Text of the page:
Tennesseans may want to treat their state legislators with a little more respect in the future: Records show one out of every four members of the Tennessee General Assembly has a state-issued permit to carry a loaded handgun.
Thirty-four of the legislature's 132 members hold handgun-carry permits, according to Department of Safety records cross-referenced with other available information such as home addresses.
That comes to 25.75 percent of the membership of the House and Senate, a figure about five times the percentage among the state's general population.
In the 33-member Senate, one third or 11 senators, have a handgun-carry permit. Twenty-three legislators in the 99-member House - or 23.2 percent - have permits, records show.
Statewide, 219,236 Tennesseans have permits, meeting requirements that include being at least 21 and passing a handgun safety course. In 2007, they comprised about 4.67 percent of the estimated 4,687,000 adult Tennesseans ages 18 and older, according to U.S. Census Bureau estimates. No 2007 data on how many adult Tennesseans who are 21 and above was available.
Legislative permit holders range from Lt. Gov. Ron Ramsey, R-Blountville, the Senate speaker, to Sen. Ophelia Ford, D-Memphis, and from House Republican Leader Jason Mumpower, R-Bristol, to former House Speaker Jimmy Naifeh, D-Covington, records show.
In all, 22 Republicans have permits while 12 Democrats possess one.
"One of four has it? I'm really surprised," said Rep. Naifeh. He noted he obtained his permit in part last year to demonstrate he was not anti-gun but largely "anti-gun in bars" when he blocked handgun-carry permit bills in a House subcommittee.
No local legislators have gun permits, according to a review of the Safety Department database. The handgun permit totals do not include as many as five other lawmakers eligible to carry guns as current or retired members of law enforcement.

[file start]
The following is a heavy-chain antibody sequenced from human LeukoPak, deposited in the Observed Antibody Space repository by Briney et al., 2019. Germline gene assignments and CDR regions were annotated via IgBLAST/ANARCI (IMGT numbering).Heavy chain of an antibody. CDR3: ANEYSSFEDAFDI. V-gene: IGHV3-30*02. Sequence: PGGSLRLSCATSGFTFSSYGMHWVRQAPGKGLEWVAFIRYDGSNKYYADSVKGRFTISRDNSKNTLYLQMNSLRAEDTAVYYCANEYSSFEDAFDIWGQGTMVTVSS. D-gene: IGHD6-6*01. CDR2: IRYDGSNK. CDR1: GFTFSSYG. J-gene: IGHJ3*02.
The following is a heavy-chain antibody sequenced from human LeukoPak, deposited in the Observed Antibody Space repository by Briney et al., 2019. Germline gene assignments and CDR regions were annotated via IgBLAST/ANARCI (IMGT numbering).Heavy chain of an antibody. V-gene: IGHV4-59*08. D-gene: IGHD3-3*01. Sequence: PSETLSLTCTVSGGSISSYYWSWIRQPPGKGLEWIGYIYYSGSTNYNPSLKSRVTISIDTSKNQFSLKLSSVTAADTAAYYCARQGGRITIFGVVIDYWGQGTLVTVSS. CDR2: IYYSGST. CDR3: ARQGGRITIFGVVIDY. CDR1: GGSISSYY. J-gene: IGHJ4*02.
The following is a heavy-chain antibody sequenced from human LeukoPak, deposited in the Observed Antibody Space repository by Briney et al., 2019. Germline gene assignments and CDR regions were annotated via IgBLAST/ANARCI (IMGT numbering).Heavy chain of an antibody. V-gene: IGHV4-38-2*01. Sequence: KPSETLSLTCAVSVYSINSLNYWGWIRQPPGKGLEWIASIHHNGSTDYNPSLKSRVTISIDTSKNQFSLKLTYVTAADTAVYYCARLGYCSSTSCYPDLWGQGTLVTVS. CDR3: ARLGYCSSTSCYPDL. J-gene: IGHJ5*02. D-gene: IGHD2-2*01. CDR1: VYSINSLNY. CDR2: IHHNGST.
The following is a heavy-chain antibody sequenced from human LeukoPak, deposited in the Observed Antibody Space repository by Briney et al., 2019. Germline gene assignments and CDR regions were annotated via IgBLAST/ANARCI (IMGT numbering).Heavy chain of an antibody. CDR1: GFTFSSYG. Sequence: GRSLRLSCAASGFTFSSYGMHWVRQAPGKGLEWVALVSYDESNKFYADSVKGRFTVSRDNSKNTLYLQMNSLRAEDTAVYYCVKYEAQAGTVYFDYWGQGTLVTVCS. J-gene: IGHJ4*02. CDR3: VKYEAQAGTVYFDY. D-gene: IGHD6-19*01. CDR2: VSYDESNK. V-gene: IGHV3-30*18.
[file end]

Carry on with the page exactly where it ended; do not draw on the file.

While then-Speaker Naifeh blocked many of the bills in recent years, the issue has taken on new life with the election of a new House Speaker, Kent Williams of Elizabethton, a Republican-turned independent, who does not hold a permit, records show.
A dozen of the handgun-carry permitted lawmakers are lead House or Senate sponsors on nearly three dozen bills dealing with a myriad of handgun issues, according to legislative records.
Senate Judiciary Committee Chairman Mae Beavers, R-Mount Juliet, whom records show is a permit holder, alone is sponsoring 13 bills dealing with handgun permits, records show.
National Rifle Association officials are promoting several of the bills in Tennessee and other states. Last week, four long-blocked bills began moving in the House, including:
n Letting permit holders bring their concealed weapons into restaurants selling alcohol until 11 p.m., provided they do not drink.
n Allowing permit holders to bring their weapons into state parks.
n Letting permit holders bring their pistols into wildlife management areas.
n Making all information about handgun-carry permit holders confidential. Anyone publishing the information would be committing a Class A misdemeanor, punishable by fines of up to $2,500. Similar bills are being promoted by the NRA in at least three other states, including Alabama.
Handgun-carry permitted lawmakers sponsoring or supporting the bills said they see no more conflict in pressing such measures as they do when sponsoring driver license legislation that impacts them as drivers.
"We deal with that every day in the legislature," said Rep. Joe McCord, R-Maryville, a permit holder who was chairman of a House handgun study committee that recommended the four bills now moving.
The sponsor of the measure closing off records to the public, Rep. Eddie Bass, D-Prospect, is a former sheriff. He acknowledged he is eligible to carry a handgun but declined to say whether he does.
Rep. Bass said permit holders are furious over the Commercial Appeal of Memphis' decision to put the names of permit holders on its website.
The 14-member Judiciary Committee hears the bills this week. Among the full panel's members is Rep. Henry Fincher, D-Cookeville, an attorney, permit holder and licensed gun safety instructor. He compared obtaining a handgun-carry permit to purchasing fire insurance - not because a fire will happen but because it might.
"I choose to carry a handgun because I know someone could assault me with the intent to take my life," Rep. Fincher said. "I don't expect that to happen, but I know that it could."